"MWEB has never stayed the same, from month to month it changes, that's how the internet game changes. We're definitely repositioning MWEB - we are now a first tier ISP, we're bringing significant international bandwidth, we've built local bandwidth. We are a telco (telecommunications company), we aren't just an ISP anymore," Jansen said.

News24 is part of 24.com, a subsidiary of Media24, which is in the Naspers stable. MWEB is a subsidiary of Naspers.


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Comments
  • AncientGeek - 2010-10-28 21:59

    Good aggression from Mweb. Their hosting costs are also aggressively priced. International cheaper than local is a sad indictment of the local players. The traditional isp's have become slack and arrogant, like Telkom used to be. One day they will wake up and find their market has moved on.

  • rolycpt - 2010-10-28 22:13

    yippee!!! :)

  • Faith - 2010-10-28 22:44

    Nice one MWEB! Now lets hope this will force the other big players to follow suit and lower internet costs in South Africa. It's a win-win for both ISPs when they peer locally.

  • DUNCAN GOHL - 2010-10-29 05:14

    Just like government, after a cockup ( hacking) some quick good news story to divert attention and garner votes !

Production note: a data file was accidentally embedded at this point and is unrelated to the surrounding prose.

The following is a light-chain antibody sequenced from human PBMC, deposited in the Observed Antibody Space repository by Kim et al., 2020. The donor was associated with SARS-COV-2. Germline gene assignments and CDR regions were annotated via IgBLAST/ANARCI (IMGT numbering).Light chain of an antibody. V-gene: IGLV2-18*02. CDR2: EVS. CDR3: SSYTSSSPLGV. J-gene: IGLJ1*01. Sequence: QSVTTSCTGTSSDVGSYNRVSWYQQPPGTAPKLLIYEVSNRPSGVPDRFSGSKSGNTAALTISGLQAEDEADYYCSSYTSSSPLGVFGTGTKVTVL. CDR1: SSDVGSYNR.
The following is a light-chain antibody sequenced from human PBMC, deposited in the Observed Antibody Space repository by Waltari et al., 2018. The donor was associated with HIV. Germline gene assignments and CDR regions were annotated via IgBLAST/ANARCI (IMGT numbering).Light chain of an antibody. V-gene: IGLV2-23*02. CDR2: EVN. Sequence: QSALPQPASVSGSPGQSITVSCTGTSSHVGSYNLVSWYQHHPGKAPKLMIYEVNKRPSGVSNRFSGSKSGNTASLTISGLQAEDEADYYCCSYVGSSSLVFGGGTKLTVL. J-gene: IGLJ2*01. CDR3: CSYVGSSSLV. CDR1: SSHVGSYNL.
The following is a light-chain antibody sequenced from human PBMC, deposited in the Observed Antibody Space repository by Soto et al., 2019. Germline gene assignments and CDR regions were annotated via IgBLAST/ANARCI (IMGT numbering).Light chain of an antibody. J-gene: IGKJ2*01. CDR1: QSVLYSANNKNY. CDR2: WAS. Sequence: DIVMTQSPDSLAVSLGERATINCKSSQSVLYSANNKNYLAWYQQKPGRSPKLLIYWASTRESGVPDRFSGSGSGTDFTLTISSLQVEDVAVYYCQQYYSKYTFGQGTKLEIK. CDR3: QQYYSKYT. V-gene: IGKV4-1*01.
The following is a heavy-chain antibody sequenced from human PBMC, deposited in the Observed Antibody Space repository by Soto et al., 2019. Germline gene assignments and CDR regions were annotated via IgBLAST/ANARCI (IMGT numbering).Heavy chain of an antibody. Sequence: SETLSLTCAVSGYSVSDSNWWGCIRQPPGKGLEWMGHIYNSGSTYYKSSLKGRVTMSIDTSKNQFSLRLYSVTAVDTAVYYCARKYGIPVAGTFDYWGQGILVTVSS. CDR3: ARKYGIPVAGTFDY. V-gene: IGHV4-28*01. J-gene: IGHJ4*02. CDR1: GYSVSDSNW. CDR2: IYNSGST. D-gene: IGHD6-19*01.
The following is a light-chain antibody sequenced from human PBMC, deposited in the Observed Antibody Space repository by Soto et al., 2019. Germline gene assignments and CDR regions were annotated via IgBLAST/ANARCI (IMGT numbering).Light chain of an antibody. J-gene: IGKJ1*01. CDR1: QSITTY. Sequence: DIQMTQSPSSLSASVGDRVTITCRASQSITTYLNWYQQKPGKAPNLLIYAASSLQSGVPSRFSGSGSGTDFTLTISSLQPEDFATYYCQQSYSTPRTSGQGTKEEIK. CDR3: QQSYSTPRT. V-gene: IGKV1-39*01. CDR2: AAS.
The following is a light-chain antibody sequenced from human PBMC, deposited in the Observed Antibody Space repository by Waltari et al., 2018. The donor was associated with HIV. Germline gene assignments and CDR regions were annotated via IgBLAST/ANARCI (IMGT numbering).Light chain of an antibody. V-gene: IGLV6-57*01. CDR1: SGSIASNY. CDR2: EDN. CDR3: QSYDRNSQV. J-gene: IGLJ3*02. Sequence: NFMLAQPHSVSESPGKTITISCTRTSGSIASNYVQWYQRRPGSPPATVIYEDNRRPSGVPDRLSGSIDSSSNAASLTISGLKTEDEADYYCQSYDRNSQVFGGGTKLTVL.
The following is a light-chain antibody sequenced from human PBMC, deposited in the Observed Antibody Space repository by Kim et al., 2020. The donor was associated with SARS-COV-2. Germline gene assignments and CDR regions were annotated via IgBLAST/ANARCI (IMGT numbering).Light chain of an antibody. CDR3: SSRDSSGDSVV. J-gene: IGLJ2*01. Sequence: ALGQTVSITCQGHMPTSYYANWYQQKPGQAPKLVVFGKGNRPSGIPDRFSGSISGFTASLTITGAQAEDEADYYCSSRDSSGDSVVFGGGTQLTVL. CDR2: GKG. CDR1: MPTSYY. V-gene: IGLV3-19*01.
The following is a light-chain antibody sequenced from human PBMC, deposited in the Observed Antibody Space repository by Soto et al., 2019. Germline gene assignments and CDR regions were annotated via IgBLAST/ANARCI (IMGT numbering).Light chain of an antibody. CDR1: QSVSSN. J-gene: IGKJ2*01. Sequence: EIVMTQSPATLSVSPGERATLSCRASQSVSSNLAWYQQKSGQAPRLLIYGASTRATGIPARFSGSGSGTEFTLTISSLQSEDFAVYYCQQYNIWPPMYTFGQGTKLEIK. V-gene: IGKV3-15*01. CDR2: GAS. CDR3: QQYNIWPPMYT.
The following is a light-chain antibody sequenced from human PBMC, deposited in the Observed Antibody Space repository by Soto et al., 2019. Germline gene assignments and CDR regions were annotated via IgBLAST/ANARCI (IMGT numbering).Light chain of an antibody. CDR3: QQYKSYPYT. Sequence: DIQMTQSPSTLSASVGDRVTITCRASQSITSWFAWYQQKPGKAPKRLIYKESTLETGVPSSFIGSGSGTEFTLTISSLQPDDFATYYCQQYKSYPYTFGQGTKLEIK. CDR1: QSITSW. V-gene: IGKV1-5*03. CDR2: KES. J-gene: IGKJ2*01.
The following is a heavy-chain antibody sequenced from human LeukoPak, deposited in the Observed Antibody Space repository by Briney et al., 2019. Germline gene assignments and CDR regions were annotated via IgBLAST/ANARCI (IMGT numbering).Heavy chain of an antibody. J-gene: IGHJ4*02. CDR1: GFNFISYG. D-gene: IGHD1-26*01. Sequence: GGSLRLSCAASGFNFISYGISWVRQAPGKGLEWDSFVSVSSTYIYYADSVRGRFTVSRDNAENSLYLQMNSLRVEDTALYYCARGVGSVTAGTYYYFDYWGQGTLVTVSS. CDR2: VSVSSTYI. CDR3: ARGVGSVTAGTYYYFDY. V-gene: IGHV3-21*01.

• Shraek - 2010-10-29 06:37

    GO GO MWEB!!!

  • Bev - 2010-10-29 06:52

    More Byte to your teeth Mweb: I was so unhappy with my Mweb/Vodacom 3g contract - Vodacom constantly blamed MWEB and never ever took responsibility for problems that were quite clearly theirs. I have always had consistently good service from MWEB so a vote of confidence from me.

  • Hannes - 2010-10-29 07:23

    Good on you Mweb. As an uncapped small Business, I have never regretted having you as a service provider.

  • Big - 2010-10-29 07:44

    Big move from Mweb, but it does have far reaching consequences for their user base. Any mweb user now trying to connect to an (eg) vodacom network will now be re-routed internationally (more than likely through london) meaning yor packet now travels from SA to London, back to SA, back to London and back to your PC... Latency on this is going to be CRAZY for anyone using their lines for gaming or peering.
    Good thing for the market overall, but might be pretty bad for anyone using mweb till the market follows (if it does)

  • DGWB - 2010-10-29 07:49

    Fan-freakin-tastic, chew on that Vodacom (where I am currently paying my ass off on HIGH internet rates!!!!!!!!!

  • Addict - 2010-10-29 09:39

    What does this mean for little old me - will I still be able to surf PORN till my eyes op out?